The other par threes at the ninth (Cheviot View) and thirteen (Lough) both around 200 yards are far from easy but not memorable but the fifteenth (Bide-a-wee) is quite delightful and distinctive.

goswick golf club, george thompson, james braid, frank pennink, the flying scotsman

Looking down on the 15th green from the tee.

Bide-a-wee is played from a high tee at 150 yards with the green on view beneath you in a bowl with three sides and some old gnarled, characterful bushes as a back drop. Luckily when I was playing recently, I did so with a member, David Greenshields of Barenbrug Seeds and he being a scratch golfer was able to advise me that the percentage shot to play was a full toss into the back left hand bank to stun your ball backwards down onto the green. It worked; we halved in threes.

goswick golf club, george thompson, james braid, frank pennink, the flying scotsman

The 15th green from behind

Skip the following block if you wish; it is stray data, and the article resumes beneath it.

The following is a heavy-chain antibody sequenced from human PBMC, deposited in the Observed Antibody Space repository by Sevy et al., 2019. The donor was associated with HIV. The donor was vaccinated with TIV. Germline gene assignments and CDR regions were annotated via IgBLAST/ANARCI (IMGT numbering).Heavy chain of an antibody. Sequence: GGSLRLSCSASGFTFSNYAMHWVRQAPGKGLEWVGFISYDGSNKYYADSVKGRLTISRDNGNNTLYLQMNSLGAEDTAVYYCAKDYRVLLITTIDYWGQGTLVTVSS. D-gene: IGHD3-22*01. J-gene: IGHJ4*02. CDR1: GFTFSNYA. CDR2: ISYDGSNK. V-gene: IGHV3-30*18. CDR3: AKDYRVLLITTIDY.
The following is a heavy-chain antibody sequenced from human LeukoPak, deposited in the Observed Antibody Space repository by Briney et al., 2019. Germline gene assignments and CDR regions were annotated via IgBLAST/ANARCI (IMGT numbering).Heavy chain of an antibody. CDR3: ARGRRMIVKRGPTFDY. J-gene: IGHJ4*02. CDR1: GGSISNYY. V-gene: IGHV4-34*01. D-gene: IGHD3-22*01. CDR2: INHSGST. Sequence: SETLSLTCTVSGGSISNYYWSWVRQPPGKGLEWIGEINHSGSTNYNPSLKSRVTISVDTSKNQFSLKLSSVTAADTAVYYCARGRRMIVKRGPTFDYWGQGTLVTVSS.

He also pointed out to me how he had encouraged the over-seeding with some new cultivar of dwarf ryegrass his company had developed. This grass was applied to the front bank of this hole where the soil gets compacted from strong traffic. It does now have some grass cover whereas he described previously how it was dust in the summer and squelchy in the winter. The late Jim Arthur was sharply dismissive of the use of perennial ryegrass, ‘a football pitch plant’, on decent running-golf courses (see page 154 Practical Greenkeeping) and we all dislike the dark green tuftiness of this aggressive species even if it is only used for paths. This new cultivar is paler and on this site did merge into the surrounding fescues without overly standing out or looking manicured. Its main advantage is that in grows-in quickly.

goswick golf club, george thompson, james braid, frank pennink, the flying scotsman

The 4th green with the 6th behind

The third hole (Shieling) and fourth (Stile) are both good right hand doglegs played from higher tees off the dune and the fifth (Pennink’s Way), stroke index one, is a left handed dogleg to a tilted fairway and then an uphill second shot to a treble shelf green.

As I started to warm up, I hit two cracking shots along the hump-backed par five sixth (Cocklaw) fairway but failed to get up and down for my birdie on the strongly raised two-tier green.